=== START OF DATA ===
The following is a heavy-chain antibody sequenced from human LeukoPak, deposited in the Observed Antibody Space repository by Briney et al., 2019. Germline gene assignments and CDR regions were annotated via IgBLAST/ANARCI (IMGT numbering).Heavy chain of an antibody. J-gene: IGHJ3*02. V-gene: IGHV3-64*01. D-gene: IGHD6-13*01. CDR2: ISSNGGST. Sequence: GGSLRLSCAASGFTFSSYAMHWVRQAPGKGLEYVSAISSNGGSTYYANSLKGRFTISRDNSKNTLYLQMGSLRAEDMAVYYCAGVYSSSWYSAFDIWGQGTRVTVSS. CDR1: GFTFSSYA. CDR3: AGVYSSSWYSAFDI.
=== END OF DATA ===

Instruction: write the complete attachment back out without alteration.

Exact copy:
The following is a heavy-chain antibody sequenced from human LeukoPak, deposited in the Observed Antibody Space repository by Briney et al., 2019. Germline gene assignments and CDR regions were annotated via IgBLAST/ANARCI (IMGT numbering).Heavy chain of an antibody. J-gene: IGHJ3*02. V-gene: IGHV3-64*01. D-gene: IGHD6-13*01. CDR2: ISSNGGST. Sequence: GGSLRLSCAASGFTFSSYAMHWVRQAPGKGLEYVSAISSNGGSTYYANSLKGRFTISRDNSKNTLYLQMGSLRAEDMAVYYCAGVYSSSWYSAFDIWGQGTRVTVSS. CDR1: GFTFSSYA. CDR3: AGVYSSSWYSAFDI.